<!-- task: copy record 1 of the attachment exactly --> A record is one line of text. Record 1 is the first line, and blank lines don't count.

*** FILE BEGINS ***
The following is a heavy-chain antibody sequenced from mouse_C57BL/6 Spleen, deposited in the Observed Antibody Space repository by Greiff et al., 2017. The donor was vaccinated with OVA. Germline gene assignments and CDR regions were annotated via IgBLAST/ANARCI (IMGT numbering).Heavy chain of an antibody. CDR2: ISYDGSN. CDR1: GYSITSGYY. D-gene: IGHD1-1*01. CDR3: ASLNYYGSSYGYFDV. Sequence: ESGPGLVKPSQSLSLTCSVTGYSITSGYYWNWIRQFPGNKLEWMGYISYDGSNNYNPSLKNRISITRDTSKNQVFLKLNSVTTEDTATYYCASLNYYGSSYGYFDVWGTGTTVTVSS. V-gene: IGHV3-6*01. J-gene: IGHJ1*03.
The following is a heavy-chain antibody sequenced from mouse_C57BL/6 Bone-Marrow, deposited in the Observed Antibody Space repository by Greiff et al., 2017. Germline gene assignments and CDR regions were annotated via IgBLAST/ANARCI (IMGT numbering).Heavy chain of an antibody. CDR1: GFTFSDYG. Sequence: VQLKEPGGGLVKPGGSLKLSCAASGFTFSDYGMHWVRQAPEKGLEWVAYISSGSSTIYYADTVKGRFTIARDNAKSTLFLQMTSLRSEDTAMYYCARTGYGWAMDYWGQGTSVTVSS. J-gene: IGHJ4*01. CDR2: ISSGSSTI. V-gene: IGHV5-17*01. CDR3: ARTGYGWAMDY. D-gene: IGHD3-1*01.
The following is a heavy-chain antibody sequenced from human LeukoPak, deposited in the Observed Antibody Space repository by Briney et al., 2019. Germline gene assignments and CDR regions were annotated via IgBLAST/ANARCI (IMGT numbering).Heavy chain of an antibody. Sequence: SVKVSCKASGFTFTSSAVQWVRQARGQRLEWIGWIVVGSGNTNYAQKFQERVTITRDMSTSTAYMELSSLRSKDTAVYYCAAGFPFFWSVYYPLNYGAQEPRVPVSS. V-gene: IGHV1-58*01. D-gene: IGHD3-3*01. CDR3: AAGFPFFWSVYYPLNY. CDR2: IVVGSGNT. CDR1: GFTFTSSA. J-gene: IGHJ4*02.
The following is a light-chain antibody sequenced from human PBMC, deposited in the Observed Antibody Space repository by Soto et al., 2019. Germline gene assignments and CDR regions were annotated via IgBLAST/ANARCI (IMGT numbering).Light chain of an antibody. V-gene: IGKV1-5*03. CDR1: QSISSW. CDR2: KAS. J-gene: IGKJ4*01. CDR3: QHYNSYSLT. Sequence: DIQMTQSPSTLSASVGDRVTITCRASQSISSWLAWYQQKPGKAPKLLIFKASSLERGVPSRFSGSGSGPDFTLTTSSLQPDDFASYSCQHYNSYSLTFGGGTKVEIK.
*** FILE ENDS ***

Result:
The following is a heavy-chain antibody sequenced from mouse_C57BL/6 Spleen, deposited in the Observed Antibody Space repository by Greiff et al., 2017. The donor was vaccinated with OVA. Germline gene assignments and CDR regions were annotated via IgBLAST/ANARCI (IMGT numbering).Heavy chain of an antibody. CDR2: ISYDGSN. CDR1: GYSITSGYY. D-gene: IGHD1-1*01. CDR3: ASLNYYGSSYGYFDV. Sequence: ESGPGLVKPSQSLSLTCSVTGYSITSGYYWNWIRQFPGNKLEWMGYISYDGSNNYNPSLKNRISITRDTSKNQVFLKLNSVTTEDTATYYCASLNYYGSSYGYFDVWGTGTTVTVSS. V-gene: IGHV3-6*01. J-gene: IGHJ1*03.